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Runner Up In Rochester

January 09, 2017

By Find Jay on Google+

We returned to the City from the far reaches of the Other Coast in the hopes that November was but a nightmare which, in our absence, had been healed by an awakening. Fat chance. It is freezing here, we have a head cold, all the work we left on our desk is still right where we left it, and The President-Elect and the Prime Minister of Russia are the new Odd Couple. Nightmare? We'd settle for a nightmare at this point.

Amply fortified by a few days in the vineyards of the Napa Valley, we then spent New Year's in Las Vegas. The Emerald City never really changes, though it appears to do so. While there were less scantily clad women on the stages (and more on the casino floor), we couldn't quite get used to what appeared to be a plethora of munchkins on the loose everywhere. In between the slot machines, dodging the cigarette girls, jamming up the restaurants and whining incessantly. We had thought that Vegas had learned its lesson that children and gambling don't mix years ago. It's experiment in Disneyfication had ended miserably, with the handle (the amount spent on gambling) sinking ominously in direct proportion to the number of children permitted entry at the McCarran Airport border checkpoint. However, perhaps due to the special New Year's weekend, the little darlings were being inflicted by their parents on every poor schlub trying to make an eight the hard way.

We love children and used to be one ourselves. On this trip, we even had our children with us, though they are now adults. Las Vegas is for adults and anyone

Runner Up In Rochester

who takes their young children there should be required to comp everyone else to at least a nice dinner at the Golden Steer.

Of course, in the language of Mario Puzo, Las Vegas was invented by a child. "There was this kid I grew up with * * * Later on he had an idea to build a city out of a desert stop-over for GI's on the way to the West Coast. That kid's name was Moe Greene, and the city he invented was Las Vegas. This was a great man, a man of vision and guts. And there isn't even a plaque or a singpost or a statute of him in that town!" But there are booster seats in every restaurant and changing tables in every bathroom on The Strip. We know, we know, be nice. As Vegas' former mayor, Oscar Goodman would say, "Hatred is not what Las Vegas is about." Okay, so put a Gummi Bear in our martini.

Remember those halcyon days of yesteryear when we were all content in our belief that for liability under Labor Law 240(1), something had to fall from a significant height? Things were simpler then. After all, if a tripping defect had to be more-than-trivial under Trincere, didn't it make sense that a falling object case under the Labor Law had to suffer under that same "more-than-trivial" standard?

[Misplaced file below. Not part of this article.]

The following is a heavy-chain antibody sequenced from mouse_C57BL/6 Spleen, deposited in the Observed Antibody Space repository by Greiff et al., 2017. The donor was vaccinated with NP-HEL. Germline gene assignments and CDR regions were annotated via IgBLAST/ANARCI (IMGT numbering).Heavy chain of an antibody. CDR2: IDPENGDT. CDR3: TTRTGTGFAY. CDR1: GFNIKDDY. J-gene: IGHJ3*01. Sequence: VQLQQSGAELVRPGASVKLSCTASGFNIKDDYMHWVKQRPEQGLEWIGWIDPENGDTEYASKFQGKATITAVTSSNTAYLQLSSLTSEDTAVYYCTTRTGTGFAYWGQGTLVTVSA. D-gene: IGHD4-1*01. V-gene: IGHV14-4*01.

Then came Runner, where the Court of Appeals let us know that we had been all wrong; that the key to 240(1) liability was not height, but "a physically significant elevation differential." Huh? Well, you see,

that standard requires looking at "the weight of the object and the amount of force it was capable of generating, even over the course of a relatively short descent." An 800 pound reel of wire rolling a few feet and jamming a worker's hands that were being used to guide it down four stairs made out a case for Labor Law liability.

At least three judges of the 4th Department, however, don't seem to have gotten the message in Kuhn v. Giovenniello, 2016 NY Slip Op 08633 (4th Dep't, 12/23/16). Plaintiff here was removing and replacing a sewer pipe in a pizzeria when he was sruck by the falling pipe and hit in the shoulder. The pipe weighed 60 pounds and was about a foot over plaintiff's head. The majority holds that those facts alone make any "height differential" de minimus.

But the dissent, written by the Presiding Justice, sees it differently. The pipe which fell, 5-7 feet long and weighing between 60-80 pounds, broke loose an fell on plaintiff. Even though the "elevation differential" was slight, the "'activity clearly posed a significant risk to [his] safety due to the position of the heavy [pipe] above [his head], ... '" That being the case, and citing Runner, the evidence was "sufficient to establish as a matter of law that 'plaintiff's injuries were the direct consequence of a failure to provide ade- quate protection against a risk from a physically significant elevation differ- ential'."

It's good to see that some folks are keeping up with the newest slip ops from the Court of Appeals (Runner was decided in 2009.) With two dissents, this case might well find its way to Eagle Street. Keep on the lookout for Runner II.